Catholic Church leaders in the Philippines vow to continue opposing the implementation of capital punishment in the country.
“We work together to defend the sanctity of life … as it is a gift from God,” said Bishop Joel Baylon of Legazpi, head of the Episcopal Commission on Prison Pastoral Care of the bishops’ conference.
The prelate made the statement in an interview over Radio Veritas 846 on the occasion of the 16th anniversary of the signing of Republic Act 9346 that prohibits death penalty in the Philippines.
The law, known as “An Act Prohibiting the Imposition of the Death Penalty in the Philippines,” was signed by former president Gloria Macapagal Arroyo who said the death penalty should be abolished because it had not proven to be a deterrent to crime and had become a dead-letter law.
Bishop Baylon said the stand of the Church against capital punishment will never change.
“The Holy Father himself said that we are going to work hard so that this death penalty will totally be stopped in the entire globe,” said the prelate.
“We do our part as well here as we continue to work on this Coalition Against the Death Penalty,” he added.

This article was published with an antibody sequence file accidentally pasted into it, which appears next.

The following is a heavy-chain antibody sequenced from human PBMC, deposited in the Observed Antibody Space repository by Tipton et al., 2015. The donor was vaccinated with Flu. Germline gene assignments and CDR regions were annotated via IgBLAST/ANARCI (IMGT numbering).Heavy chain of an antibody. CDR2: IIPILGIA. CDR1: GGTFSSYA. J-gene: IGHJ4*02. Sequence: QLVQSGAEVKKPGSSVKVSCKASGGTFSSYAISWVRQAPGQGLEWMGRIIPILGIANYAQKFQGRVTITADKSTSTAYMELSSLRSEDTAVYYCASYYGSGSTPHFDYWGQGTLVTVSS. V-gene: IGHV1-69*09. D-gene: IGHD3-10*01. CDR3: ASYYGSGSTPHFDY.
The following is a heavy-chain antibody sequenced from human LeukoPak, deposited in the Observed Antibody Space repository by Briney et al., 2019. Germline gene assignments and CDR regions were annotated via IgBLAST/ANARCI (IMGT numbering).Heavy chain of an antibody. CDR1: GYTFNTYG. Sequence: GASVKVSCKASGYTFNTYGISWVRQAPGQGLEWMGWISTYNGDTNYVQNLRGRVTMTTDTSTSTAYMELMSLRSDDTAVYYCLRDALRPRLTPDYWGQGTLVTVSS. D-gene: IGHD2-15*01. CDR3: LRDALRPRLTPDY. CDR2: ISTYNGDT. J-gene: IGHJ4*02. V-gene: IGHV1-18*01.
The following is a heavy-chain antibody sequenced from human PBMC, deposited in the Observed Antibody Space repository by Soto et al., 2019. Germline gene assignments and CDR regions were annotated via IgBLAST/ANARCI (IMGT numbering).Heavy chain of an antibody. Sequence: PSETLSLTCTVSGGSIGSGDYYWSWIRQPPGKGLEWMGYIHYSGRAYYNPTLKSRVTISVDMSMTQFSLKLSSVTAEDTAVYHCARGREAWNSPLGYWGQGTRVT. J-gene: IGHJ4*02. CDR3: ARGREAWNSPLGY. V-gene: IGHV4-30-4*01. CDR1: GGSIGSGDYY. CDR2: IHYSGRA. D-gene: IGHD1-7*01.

He said that the “inalienable dignity of the human person… must never be taken for granted and must not be removed by any human person no matter what wrong he may or she may have done.”
“No crime, no evil removes that dignity of the human person as the image of God,” added Bishop Baylon.
The prelate has earlier challenged anti-death penalty advocates in the country to “exert more efforts” in influencing public attitude toward the value of human life.
He lamented that many people still look at death penalty as a “just way” of meting out judgment to those who committed crimes.
“The old ‘lex talionis’ is still very much present in the mind and in the mindset of many of our people,” Bishop Baylon said.
“We need to exert more efforts to let our people understand, through different ways, and help them see the dignity of the human person,” he stressed.
A 2018 survey by the Social Weather Stations found that nearly six in every 10 Filipinos agree that the death penalty should be reinstated for heinous crimes.
The poll showed that of the 2,000 respondents nationwide, 59 percent want capital punishment for people proven in court to have committed heinous crimes, while 23 percent disagreed.
The bishop also encouraged advocates to continue working with the government “in making sure that laws and structures are provided in the defense of human life.”